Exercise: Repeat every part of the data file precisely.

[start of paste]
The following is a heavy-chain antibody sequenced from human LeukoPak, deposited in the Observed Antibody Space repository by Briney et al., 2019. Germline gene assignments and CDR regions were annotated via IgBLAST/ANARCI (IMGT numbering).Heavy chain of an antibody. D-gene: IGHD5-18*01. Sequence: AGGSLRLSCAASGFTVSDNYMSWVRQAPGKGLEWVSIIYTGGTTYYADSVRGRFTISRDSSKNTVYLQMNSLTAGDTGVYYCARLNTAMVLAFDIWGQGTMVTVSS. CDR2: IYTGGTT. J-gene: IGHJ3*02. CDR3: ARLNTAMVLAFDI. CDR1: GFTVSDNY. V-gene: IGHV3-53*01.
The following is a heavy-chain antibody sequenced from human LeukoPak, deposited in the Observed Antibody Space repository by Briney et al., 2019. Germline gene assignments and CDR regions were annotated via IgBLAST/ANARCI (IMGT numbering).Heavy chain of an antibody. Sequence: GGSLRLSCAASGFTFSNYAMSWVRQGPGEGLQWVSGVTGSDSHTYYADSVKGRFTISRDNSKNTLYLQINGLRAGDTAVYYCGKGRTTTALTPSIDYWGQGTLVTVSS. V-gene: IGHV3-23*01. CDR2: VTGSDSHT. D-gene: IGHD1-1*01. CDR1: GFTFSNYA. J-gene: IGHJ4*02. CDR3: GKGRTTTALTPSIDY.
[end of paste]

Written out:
The following is a heavy-chain antibody sequenced from human LeukoPak, deposited in the Observed Antibody Space repository by Briney et al., 2019. Germline gene assignments and CDR regions were annotated via IgBLAST/ANARCI (IMGT numbering).Heavy chain of an antibody. D-gene: IGHD5-18*01. Sequence: AGGSLRLSCAASGFTVSDNYMSWVRQAPGKGLEWVSIIYTGGTTYYADSVRGRFTISRDSSKNTVYLQMNSLTAGDTGVYYCARLNTAMVLAFDIWGQGTMVTVSS. CDR2: IYTGGTT. J-gene: IGHJ3*02. CDR3: ARLNTAMVLAFDI. CDR1: GFTVSDNY. V-gene: IGHV3-53*01.
The following is a heavy-chain antibody sequenced from human LeukoPak, deposited in the Observed Antibody Space repository by Briney et al., 2019. Germline gene assignments and CDR regions were annotated via IgBLAST/ANARCI (IMGT numbering).Heavy chain of an antibody. Sequence: GGSLRLSCAASGFTFSNYAMSWVRQGPGEGLQWVSGVTGSDSHTYYADSVKGRFTISRDNSKNTLYLQINGLRAGDTAVYYCGKGRTTTALTPSIDYWGQGTLVTVSS. V-gene: IGHV3-23*01. CDR2: VTGSDSHT. D-gene: IGHD1-1*01. CDR1: GFTFSNYA. J-gene: IGHJ4*02. CDR3: GKGRTTTALTPSIDY.